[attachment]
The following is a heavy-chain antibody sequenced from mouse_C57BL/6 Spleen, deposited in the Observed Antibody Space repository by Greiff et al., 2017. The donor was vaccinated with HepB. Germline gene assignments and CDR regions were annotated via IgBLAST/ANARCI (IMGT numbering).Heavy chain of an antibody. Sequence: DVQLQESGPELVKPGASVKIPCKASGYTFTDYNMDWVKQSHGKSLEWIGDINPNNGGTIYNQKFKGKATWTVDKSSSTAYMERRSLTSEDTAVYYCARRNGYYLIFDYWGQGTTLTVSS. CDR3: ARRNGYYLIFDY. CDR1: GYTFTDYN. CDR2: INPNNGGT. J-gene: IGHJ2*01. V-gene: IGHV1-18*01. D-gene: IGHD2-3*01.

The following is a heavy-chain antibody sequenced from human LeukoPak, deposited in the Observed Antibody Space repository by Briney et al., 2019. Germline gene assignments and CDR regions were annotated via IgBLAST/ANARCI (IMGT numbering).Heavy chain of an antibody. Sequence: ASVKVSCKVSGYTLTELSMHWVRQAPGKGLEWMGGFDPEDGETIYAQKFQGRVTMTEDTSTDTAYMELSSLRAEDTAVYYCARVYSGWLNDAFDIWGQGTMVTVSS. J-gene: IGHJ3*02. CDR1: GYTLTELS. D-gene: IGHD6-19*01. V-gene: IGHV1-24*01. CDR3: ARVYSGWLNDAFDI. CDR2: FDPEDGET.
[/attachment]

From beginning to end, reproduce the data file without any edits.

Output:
The following is a heavy-chain antibody sequenced from mouse_C57BL/6 Spleen, deposited in the Observed Antibody Space repository by Greiff et al., 2017. The donor was vaccinated with HepB. Germline gene assignments and CDR regions were annotated via IgBLAST/ANARCI (IMGT numbering).Heavy chain of an antibody. Sequence: DVQLQESGPELVKPGASVKIPCKASGYTFTDYNMDWVKQSHGKSLEWIGDINPNNGGTIYNQKFKGKATWTVDKSSSTAYMERRSLTSEDTAVYYCARRNGYYLIFDYWGQGTTLTVSS. CDR3: ARRNGYYLIFDY. CDR1: GYTFTDYN. CDR2: INPNNGGT. J-gene: IGHJ2*01. V-gene: IGHV1-18*01. D-gene: IGHD2-3*01.

The following is a heavy-chain antibody sequenced from human LeukoPak, deposited in the Observed Antibody Space repository by Briney et al., 2019. Germline gene assignments and CDR regions were annotated via IgBLAST/ANARCI (IMGT numbering).Heavy chain of an antibody. Sequence: ASVKVSCKVSGYTLTELSMHWVRQAPGKGLEWMGGFDPEDGETIYAQKFQGRVTMTEDTSTDTAYMELSSLRAEDTAVYYCARVYSGWLNDAFDIWGQGTMVTVSS. J-gene: IGHJ3*02. CDR1: GYTLTELS. D-gene: IGHD6-19*01. V-gene: IGHV1-24*01. CDR3: ARVYSGWLNDAFDI. CDR2: FDPEDGET.